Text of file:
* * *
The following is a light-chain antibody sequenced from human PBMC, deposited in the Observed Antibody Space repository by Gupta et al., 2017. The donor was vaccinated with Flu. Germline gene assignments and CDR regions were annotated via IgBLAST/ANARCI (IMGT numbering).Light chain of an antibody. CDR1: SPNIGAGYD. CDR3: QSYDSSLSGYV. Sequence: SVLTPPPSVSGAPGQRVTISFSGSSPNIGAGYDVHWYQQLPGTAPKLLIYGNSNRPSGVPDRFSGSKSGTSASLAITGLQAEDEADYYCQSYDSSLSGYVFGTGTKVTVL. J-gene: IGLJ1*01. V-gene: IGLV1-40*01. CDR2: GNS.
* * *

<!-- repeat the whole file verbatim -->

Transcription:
The following is a light-chain antibody sequenced from human PBMC, deposited in the Observed Antibody Space repository by Gupta et al., 2017. The donor was vaccinated with Flu. Germline gene assignments and CDR regions were annotated via IgBLAST/ANARCI (IMGT numbering).Light chain of an antibody. CDR1: SPNIGAGYD. CDR3: QSYDSSLSGYV. Sequence: SVLTPPPSVSGAPGQRVTISFSGSSPNIGAGYDVHWYQQLPGTAPKLLIYGNSNRPSGVPDRFSGSKSGTSASLAITGLQAEDEADYYCQSYDSSLSGYVFGTGTKVTVL. J-gene: IGLJ1*01. V-gene: IGLV1-40*01. CDR2: GNS.